Manufacturer: Manufacturer: Medimmune Signature of Vaccine Administrator: _Date Administered: _ Of fice Use Only ------------------------------------------------------------------------------------------------------------------------------------------------------------1. Is the person to be vaccinated sick today? There is no evidence that acute illness reduces vaccine efficacy or increases vaccine adverse events. People with an acute febrile illness usually should not be vaccinated until their symptoms have improved. Minor illnesses with or without fever do not contraindicate use of of the influenza vaccine. Do not withhold vaccination if a person is taking antibiotics. 2. Does the person to be vaccinated have an allergy to eggs or to a component of the influenza vaccine? A history of anaphylactic or non-anaphylactic reaction—such as hives, wheezing, or difficulty breathing, or circulatory collapse or shock (not fainting)—after eating eggs or receiving any component of the intranasal live attenuated influenza vaccine (LAIV, tradename FluMist) is usually a contraindication for further doses. People with egg allergy can usually be vaccinated with trivalent inactivated influenza vaccine (TIV); consult ACIP recommendations (see source 3). For a complete list of vaccine components (i.e., excipients and culture media) used in the production of the vaccine, check the package insert (at www. immunize.org/packageinserts) or go to www.cdc.gov/vaccines/pubs/pinkbook/downloads/appendices/b/excipient-table-2.pdf. 3. Has the person to be vaccinated ever had a serious reaction to intranasal influenza vaccine (FluMist) in the past? Patients reporting a serious reaction to a previous dose of LAIV should be asked to describe their symptoms. Immediate—presumably allergic—reactions are usually a contraindication to further vaccination with LAIV. 4. Does the person to be vaccinated have a long-term health problem with heart disease, lung disease, asthma, kidney disease, neurologic or neuromuscular disease, liver disease, metabolic disease (e.g., diabetes), or anemia or another blood disorder? People with any of these health conditions should not be given LAIV. Instead, they should be vaccinated with the inactivated injectable influenza vaccine. 5. If the person to be vaccinated is a child age 2 through 4 years, in the past 12 months, has a healthcare provider ever told you that he or she had wheezing or asthma? LAIV is not recommended for a child this age if their parent or guardian answers yes to this question or if the child has a history of asthma or recurrent wheezing. Instead, the child should be given the inactivated injectable influenza vaccine. 6. Does the person to be vaccinated have cancer, leukemia, HIV/AIDS, or any other immune system problem; or, in the past 3 months, have they taken medications that weaken the immune system, such as cortisone, prednisone, other steroids, or anticancer drugs; or have they had radiation treatments? People with weakened immune systems should not be given LAIV. Instead, they should be given the inactivated injectable influenza vaccine. 7. Is the person to be vaccinated receiving antiviral medications? Receipt of certain influenza antivirals (e.g., amantadine, rimantadine, zanamivir, oseltamivir) could reduce LAIV vaccine efficacy; therefore, providers may want to defer vaccination with LAIV in people who took these antivirals within the previous 48 hours and to advise avoiding use of these antivirals for 14 days after vaccination, if feasible. 8. Is the child or teen to be vaccinated receiving aspirin therapy or aspirin-containing therapy? Because of the theoretical risk of Reye's syndrome, children and teens on aspirin therapy should not be given LAIV. Instead they should be vaccinated with the inactivated injectable influenza vaccine. 9. Is the person to be vaccinated pregnant or could she become pregnant within the next month? Pregnant women or women planning to become pregnant within a month should not be given LAIV. All pregnant women should, however, be vaccinated with the inactivated injectable influenza vaccine. 10. Has the person to be vaccinated ever had Guillain-Barré syndrome? It is prudent to avoid vaccinating people who are not at high risk for severe influenza complications but who are known to have developed Guillain-Barré syndrome (GBS) within 6 weeks after receiving a previous influenza vaccination. As an alternative, physicians might consider using influenza antiviral chemoprophylaxis for these people. Although data are limited, the established benefits of influenza vaccination for the majority of people who have a history of GBS, and who are at high risk for severe complications from influenza, justify yearly vaccination. 11. Does the person to be vaccinated live with or expect to have close contact with a person whose immune system is severely compromised and who must be in a protective isolation (e.g., an isolation room of a bone marrow transplant unit)? Inactivated injectable influenza vaccine is preferred for people who anticipate close contact with a severely immunosuppressed person during periods in which the immunosuppressed person requires care in protective isolation (e.g., in a specialized patient-care area with a positive airflow relative to the corridor, high-efficiency particulate air filtration, and frequent air changes). Either the inactivated injectable influenza vaccine or LAIV may be used in people who have close contact with people having lesser degrees of immunosuppression. 12. Has the person to be vaccinated received any other vaccinations in the past 4 weeks? People who were given an injectable live virus vaccine (e.g., MMR, MMRV, varicella, zoster, yellow fever) in the past 4 weeks should wait 28 days before receiving LAIV. There is no reason to defer giving LAIV if people were vaccinated with an inactivated vaccine or if they have recently received blood or other antibody-containing blood products (e.g., IG).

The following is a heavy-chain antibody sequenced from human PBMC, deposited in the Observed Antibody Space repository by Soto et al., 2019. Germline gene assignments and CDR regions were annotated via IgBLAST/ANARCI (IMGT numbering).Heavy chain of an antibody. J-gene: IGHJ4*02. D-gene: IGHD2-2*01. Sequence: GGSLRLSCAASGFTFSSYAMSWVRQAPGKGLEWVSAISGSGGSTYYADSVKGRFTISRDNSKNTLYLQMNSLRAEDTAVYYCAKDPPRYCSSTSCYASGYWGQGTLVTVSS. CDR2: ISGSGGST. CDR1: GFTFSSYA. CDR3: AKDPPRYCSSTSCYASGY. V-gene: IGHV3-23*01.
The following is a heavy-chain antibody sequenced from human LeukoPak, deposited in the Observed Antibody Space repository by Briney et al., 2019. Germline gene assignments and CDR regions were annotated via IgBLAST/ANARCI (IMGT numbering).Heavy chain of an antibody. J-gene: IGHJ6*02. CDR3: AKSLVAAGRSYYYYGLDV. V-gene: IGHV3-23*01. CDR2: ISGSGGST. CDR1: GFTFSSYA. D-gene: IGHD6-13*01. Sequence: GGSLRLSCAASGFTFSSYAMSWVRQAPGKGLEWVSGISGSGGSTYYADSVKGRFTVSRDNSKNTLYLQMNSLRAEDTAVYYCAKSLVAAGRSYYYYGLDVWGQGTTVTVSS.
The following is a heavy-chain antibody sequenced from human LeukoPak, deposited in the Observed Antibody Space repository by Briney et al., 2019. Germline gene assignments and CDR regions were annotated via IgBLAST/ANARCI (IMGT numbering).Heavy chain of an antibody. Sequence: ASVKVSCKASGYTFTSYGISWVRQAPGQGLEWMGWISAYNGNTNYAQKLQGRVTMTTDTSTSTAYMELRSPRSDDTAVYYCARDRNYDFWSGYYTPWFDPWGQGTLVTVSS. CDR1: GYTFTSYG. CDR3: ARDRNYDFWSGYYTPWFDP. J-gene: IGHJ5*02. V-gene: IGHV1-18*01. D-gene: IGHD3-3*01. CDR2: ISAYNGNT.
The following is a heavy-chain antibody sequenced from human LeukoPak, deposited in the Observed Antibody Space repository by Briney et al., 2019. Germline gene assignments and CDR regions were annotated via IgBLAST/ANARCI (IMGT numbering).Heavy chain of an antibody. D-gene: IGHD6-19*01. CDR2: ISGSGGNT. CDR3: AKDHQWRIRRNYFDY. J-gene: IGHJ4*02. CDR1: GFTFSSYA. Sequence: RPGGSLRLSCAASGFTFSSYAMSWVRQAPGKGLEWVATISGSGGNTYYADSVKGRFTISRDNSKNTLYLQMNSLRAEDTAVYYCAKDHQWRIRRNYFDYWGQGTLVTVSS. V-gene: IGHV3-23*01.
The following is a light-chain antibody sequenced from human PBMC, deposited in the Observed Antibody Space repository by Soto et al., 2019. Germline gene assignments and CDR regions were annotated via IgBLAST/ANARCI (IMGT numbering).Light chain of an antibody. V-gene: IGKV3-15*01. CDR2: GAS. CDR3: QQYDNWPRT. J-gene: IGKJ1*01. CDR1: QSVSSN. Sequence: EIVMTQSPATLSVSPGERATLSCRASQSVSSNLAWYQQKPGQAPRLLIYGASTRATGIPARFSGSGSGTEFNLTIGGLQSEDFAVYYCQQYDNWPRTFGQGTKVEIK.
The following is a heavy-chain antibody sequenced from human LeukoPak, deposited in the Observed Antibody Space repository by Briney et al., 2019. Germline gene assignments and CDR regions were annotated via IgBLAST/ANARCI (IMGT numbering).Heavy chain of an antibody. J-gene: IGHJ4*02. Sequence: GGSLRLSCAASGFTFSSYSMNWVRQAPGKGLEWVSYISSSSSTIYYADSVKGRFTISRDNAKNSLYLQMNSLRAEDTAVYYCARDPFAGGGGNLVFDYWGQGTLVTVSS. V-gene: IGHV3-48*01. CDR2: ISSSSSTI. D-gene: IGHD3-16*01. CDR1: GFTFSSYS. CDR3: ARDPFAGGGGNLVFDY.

Source: http://www.co.clark.wi.us/DocumentCenter/View/1001

Mpd-196-patel-509-514

RANDOMIZED, DOUBLE-BLIND, PLACEBO-CONTROLLED TRIAL OF ORAL ALBUTEROL IN INFANTS WITH MILD-TO-MODERATE ACUTE HEMA PATEL, MD, MSC, SERGE GOUIN, MDCM, AND ROBERT W. PLATT, MSC, MS, PHD Objective To determine whether oral albuterol is effective in reducing symptomatology of acute viral bronchiolitisin infants with mild-to-moderate illness.

st-orofacial.dinstudio.se

Dental Care for the Patient with Bipolar Disorder • David B. Clark, BSc, DDS, MSc (Oral Path), MRCDC • Chronic mental illness and its treatment carry inherent risks for significant oral diseases. Given the shift in treatmentregimens from the traditional institutionally based approach to more community-focused alternatives, generaldental practitioners can expect to see and be asked to treat patients with various forms of psychiatric disorders. Onesuch group consists of patients with bipolar disorder (including type I bipolar disorder or manic-depressive disor-der). The purpose of this paper is to acquaint the dental practitioner with the psychopathological features of bipo-lar disorder and to highlight the oral health findings and dental management considerations for these patients.Bipolar disorder is considered one of the most treatable forms of psychiatric illness once it has been diagnosedcorrectly. Through a combination of pharmacotherapy, psychotherapy and life-adjustment skills counselling, thesepatients are better able to understand and cope with the underlying mood swings that typify the condition and inturn to interact more positively and progressively within society as a whole. Both the disease itself and its variouspharmacologic management modalities exact a range of oral complications and side effects, with caries, peri-odontal disease and xerostomia being encountered most frequently. It is hoped that after reading this article thegeneral dental practitioner will feel more confident about providing dental care for patients with bipolar disorderand in turn to become a vital participant in the reintegration of these patients into society.